Whatever happens, happens
GameStop stock and its impact on the economy
Wall Street is in ruins after Redditors artificially inflate stocks
February 4, 2021
The final week of January started with a bang when a group of Redditors bought up copious amounts of stock in various companies, namely GameStop, to artificially inflate the prices of said stocks shocking the world of Wall Street.
Gamestop had been experiencing a rough time recently; their stock price has been dropping as they were forced to close storefronts nationwide, according to The Economist. Some Wall Street hedge fund managers and other affluent investors saw in this an opportunity.
To profit from GameStop’s ailing presence in the stock market, many hedge fund managers engaged in a process called “selling short.” These traders reserved a number of shares to be purchased at a later date– betting on the price being significantly lower at a specific later time– and when the date agreed upon rolls around, they buy the shares and pocket the difference between the price from when they requested the buy and the present.
However, this can backfire if the stock price is higher at the time of purchase than when the purchase was requested. The person or firm is still required to buy the shares they initially requested, potentially costing them millions of dollars.
A group of Redditors knew of this plan and attempted to force all the hedge fund managers and executives relying on GameStop’s failing business model to profit into a short squeeze as a grand statement against Wall Street suits what they represent to America.
As they laid back and watched the news of the skyrocketing stock price, the Wall Street establishment had their say on the matter.
Robinhood, named after the hero that steals from the rich to give to the poor, is a stock trading platform that has taken a decisive stance against the Redditors who staged this event.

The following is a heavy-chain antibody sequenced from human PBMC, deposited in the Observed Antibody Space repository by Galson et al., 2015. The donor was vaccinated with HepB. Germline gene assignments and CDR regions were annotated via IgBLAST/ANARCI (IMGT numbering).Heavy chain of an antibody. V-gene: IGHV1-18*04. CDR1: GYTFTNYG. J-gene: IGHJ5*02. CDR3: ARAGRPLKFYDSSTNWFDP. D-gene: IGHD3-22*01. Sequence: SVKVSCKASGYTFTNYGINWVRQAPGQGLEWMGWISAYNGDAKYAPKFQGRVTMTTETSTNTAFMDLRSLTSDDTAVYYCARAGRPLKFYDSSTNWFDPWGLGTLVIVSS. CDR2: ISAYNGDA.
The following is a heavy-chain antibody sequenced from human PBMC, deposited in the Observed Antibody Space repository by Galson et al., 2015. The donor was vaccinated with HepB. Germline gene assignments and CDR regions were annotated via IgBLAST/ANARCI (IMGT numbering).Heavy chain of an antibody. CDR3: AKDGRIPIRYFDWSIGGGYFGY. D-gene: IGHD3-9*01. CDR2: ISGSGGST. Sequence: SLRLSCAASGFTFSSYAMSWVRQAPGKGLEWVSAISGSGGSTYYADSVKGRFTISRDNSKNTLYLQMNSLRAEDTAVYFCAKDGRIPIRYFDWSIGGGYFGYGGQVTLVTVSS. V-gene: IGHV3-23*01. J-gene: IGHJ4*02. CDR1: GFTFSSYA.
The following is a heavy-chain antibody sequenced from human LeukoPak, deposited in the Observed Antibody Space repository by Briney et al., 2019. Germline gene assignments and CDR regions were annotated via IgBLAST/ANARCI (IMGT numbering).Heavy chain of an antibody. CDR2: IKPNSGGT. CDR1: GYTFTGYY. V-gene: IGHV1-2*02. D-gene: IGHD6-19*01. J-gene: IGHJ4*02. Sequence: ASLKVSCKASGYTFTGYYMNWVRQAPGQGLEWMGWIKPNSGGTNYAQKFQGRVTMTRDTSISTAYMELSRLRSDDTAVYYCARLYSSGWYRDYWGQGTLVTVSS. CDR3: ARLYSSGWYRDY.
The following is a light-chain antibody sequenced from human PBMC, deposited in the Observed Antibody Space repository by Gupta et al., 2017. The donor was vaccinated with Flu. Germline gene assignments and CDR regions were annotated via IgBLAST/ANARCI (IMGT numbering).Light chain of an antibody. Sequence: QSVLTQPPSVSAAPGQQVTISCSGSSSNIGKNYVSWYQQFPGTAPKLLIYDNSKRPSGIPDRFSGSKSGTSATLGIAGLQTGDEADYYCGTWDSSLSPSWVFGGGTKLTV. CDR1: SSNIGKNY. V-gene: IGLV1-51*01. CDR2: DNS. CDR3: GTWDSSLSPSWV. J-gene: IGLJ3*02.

When the GameStop stock price began to soar due to these Reddit day traders’ efforts, Robinhood froze the companies’ buying and selling stocks on their platform, sparking harsh backlash from the Reddit community. As expressed by the company through a twitter press release, it was “due to current market volatility.” However, many instead view Robinhood’s actions as an effort to protect Wall Street millionaires and the money they had bet on GameStop’s failure.
Robinhood users filed two class-action lawsuits in the state of New York against the company for their actions in preventing the trade of GameStop stock on Jan. 28.
According to the attorney speaking for Brandon Nielsen, the man behind one of these lawsuits, Nielsen claims that Robinhood is “purposefully, willfully, and knowingly removing the stock” to protect multi-million dollar companies from the potential repercussions of the market changes.
This lawsuit and the circumstances that brought it on will forward the discussion on how much influence third party services like Robinhood should hold in economic dealings and on the legality and lasting impact of acts like those executed by those on the subreddit r/WallStreetBets.